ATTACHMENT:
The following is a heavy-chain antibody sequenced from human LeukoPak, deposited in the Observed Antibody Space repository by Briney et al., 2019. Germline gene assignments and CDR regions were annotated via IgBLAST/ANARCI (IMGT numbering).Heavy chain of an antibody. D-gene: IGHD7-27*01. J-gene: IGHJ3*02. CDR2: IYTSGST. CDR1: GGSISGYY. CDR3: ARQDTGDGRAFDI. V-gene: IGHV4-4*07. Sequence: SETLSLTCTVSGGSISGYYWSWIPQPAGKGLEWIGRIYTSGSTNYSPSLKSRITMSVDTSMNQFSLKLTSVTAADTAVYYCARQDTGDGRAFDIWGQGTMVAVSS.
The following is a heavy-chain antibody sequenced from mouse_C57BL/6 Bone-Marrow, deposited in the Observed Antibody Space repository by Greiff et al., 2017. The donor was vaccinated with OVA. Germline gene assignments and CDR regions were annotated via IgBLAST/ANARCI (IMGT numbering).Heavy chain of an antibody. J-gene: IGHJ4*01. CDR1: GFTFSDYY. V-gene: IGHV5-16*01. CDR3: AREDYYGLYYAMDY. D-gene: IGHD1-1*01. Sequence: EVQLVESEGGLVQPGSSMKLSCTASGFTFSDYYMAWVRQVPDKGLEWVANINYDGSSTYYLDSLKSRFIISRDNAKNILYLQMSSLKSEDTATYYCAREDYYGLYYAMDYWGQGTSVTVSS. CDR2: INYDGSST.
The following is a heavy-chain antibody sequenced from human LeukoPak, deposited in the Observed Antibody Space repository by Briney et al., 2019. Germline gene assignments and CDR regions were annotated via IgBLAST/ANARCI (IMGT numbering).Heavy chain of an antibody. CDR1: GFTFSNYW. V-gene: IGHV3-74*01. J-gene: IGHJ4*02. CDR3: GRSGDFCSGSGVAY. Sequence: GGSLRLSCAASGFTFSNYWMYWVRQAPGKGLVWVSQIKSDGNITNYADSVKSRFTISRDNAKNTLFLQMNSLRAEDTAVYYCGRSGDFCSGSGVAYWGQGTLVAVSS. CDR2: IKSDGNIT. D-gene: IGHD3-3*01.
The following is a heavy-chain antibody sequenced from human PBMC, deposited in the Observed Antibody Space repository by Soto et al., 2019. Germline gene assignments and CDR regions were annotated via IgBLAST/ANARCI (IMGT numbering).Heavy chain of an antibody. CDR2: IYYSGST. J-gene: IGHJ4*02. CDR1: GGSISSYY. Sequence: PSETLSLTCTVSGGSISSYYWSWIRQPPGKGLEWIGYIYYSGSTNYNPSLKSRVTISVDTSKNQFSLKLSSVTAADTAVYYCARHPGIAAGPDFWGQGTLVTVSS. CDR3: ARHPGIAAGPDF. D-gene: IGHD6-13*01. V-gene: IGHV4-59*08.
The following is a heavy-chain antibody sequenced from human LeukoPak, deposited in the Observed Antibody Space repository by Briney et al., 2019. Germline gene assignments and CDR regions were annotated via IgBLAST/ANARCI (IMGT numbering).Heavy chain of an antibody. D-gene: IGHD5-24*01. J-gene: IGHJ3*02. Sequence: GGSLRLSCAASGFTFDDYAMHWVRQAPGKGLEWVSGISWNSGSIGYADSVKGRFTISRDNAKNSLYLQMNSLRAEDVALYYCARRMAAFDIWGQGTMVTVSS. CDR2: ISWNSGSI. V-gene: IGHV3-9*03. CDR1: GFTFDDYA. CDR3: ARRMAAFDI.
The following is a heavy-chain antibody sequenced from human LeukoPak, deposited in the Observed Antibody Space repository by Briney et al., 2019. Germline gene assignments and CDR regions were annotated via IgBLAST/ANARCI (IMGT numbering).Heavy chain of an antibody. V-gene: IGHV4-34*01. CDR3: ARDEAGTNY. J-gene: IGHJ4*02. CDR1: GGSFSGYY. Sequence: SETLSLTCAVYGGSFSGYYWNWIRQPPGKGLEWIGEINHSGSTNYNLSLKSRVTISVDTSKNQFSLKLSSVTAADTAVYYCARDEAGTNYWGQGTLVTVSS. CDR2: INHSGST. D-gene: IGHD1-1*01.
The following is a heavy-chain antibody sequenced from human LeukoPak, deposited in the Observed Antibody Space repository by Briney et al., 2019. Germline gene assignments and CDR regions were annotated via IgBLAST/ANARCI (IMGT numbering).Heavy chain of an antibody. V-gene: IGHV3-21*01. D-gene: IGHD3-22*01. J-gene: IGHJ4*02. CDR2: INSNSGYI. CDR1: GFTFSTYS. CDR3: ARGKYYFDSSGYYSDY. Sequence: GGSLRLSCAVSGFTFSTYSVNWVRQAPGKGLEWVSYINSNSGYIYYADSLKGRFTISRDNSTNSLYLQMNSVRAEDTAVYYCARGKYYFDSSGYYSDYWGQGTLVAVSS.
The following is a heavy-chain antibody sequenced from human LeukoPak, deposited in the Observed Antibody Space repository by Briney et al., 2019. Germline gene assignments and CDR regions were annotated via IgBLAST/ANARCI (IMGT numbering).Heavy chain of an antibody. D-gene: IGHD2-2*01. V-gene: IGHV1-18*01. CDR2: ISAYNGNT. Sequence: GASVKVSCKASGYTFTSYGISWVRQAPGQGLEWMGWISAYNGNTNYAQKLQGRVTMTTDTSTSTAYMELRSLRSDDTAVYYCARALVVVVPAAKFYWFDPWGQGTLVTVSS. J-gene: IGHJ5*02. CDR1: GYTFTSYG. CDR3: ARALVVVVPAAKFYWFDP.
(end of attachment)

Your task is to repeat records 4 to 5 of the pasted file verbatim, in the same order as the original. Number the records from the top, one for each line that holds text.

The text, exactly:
The following is a heavy-chain antibody sequenced from human PBMC, deposited in the Observed Antibody Space repository by Soto et al., 2019. Germline gene assignments and CDR regions were annotated via IgBLAST/ANARCI (IMGT numbering).Heavy chain of an antibody. CDR2: IYYSGST. J-gene: IGHJ4*02. CDR1: GGSISSYY. Sequence: PSETLSLTCTVSGGSISSYYWSWIRQPPGKGLEWIGYIYYSGSTNYNPSLKSRVTISVDTSKNQFSLKLSSVTAADTAVYYCARHPGIAAGPDFWGQGTLVTVSS. CDR3: ARHPGIAAGPDF. D-gene: IGHD6-13*01. V-gene: IGHV4-59*08.
The following is a heavy-chain antibody sequenced from human LeukoPak, deposited in the Observed Antibody Space repository by Briney et al., 2019. Germline gene assignments and CDR regions were annotated via IgBLAST/ANARCI (IMGT numbering).Heavy chain of an antibody. D-gene: IGHD5-24*01. J-gene: IGHJ3*02. Sequence: GGSLRLSCAASGFTFDDYAMHWVRQAPGKGLEWVSGISWNSGSIGYADSVKGRFTISRDNAKNSLYLQMNSLRAEDVALYYCARRMAAFDIWGQGTMVTVSS. CDR2: ISWNSGSI. V-gene: IGHV3-9*03. CDR1: GFTFDDYA. CDR3: ARRMAAFDI.